It may well be that there are too many law schools in the country. Clearly, the number of law school graduates in recent years has exceeded the number of jobs for new lawyers. But it is equally clear that few law schools are likely to close down voluntarily. No university administration wants to shutter an institution that employs dozens of professionals and staff, has a loyal alumni base and has a profitable history. Rather, law schools will seek to endure the cyclical drop in applications through some combination of lower admission standards, reduction of class size, shrinkage of faculty and the institution of other cost-cutting measures until the legal job market improves and applications rebound.
The weakness of the legal employment market and the skyrocketing cost of legal education has led to an historic decline in law school applications. This reduction of the applicant pool has put the greatest pressure on what I will call “opportunity” schools – law schools which, by virtue of their mission or the market niche they occupy, traditionally admit a substantial number of at-risk students. For the purposes of this essay, I am defining at-risk students as those at the 40th percentile (149) or lower on the LSAT, although students slightly above that are still at some risk of failure (See the chart in my previous post.) With law schools above them in the pecking order admitting students who, in more prosperous times, might have had no choice but to attend an opportunity school, these schools may be forced to admit an even higher percentage of marginal applicants in order to stay in business. Of course, schools can go too far in lowering admission standards (see my discussion of InfiLaw’s recent admission practices in my previous post), but I believe it is possible for a law school to admit a substantial number of at-risk students without running afoul of ABA standards or ethical business practices.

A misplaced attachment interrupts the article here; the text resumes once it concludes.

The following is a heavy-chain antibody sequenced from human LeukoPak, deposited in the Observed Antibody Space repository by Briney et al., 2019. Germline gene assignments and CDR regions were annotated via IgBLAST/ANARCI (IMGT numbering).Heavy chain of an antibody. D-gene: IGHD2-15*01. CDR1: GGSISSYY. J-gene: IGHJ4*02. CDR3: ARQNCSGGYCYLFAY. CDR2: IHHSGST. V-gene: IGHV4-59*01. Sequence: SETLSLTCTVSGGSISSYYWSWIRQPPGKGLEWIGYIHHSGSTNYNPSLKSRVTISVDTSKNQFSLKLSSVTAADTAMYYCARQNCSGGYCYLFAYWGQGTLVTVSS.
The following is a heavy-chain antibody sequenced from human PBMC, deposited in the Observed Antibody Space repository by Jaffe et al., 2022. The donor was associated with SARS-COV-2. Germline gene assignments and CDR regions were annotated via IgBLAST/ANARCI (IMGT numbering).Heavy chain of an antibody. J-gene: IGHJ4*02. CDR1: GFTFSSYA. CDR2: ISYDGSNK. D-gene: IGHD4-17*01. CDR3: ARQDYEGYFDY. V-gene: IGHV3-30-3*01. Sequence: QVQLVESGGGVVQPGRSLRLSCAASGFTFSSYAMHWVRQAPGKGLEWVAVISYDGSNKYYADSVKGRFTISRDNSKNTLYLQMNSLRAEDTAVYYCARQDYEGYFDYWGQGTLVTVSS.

Whatever one’s view on the appropriateness of admitting at-risk students, I think we should all be able to agree that a law school, having admitted such students, owes them a duty to provide the greatest possible chance of success in realizing the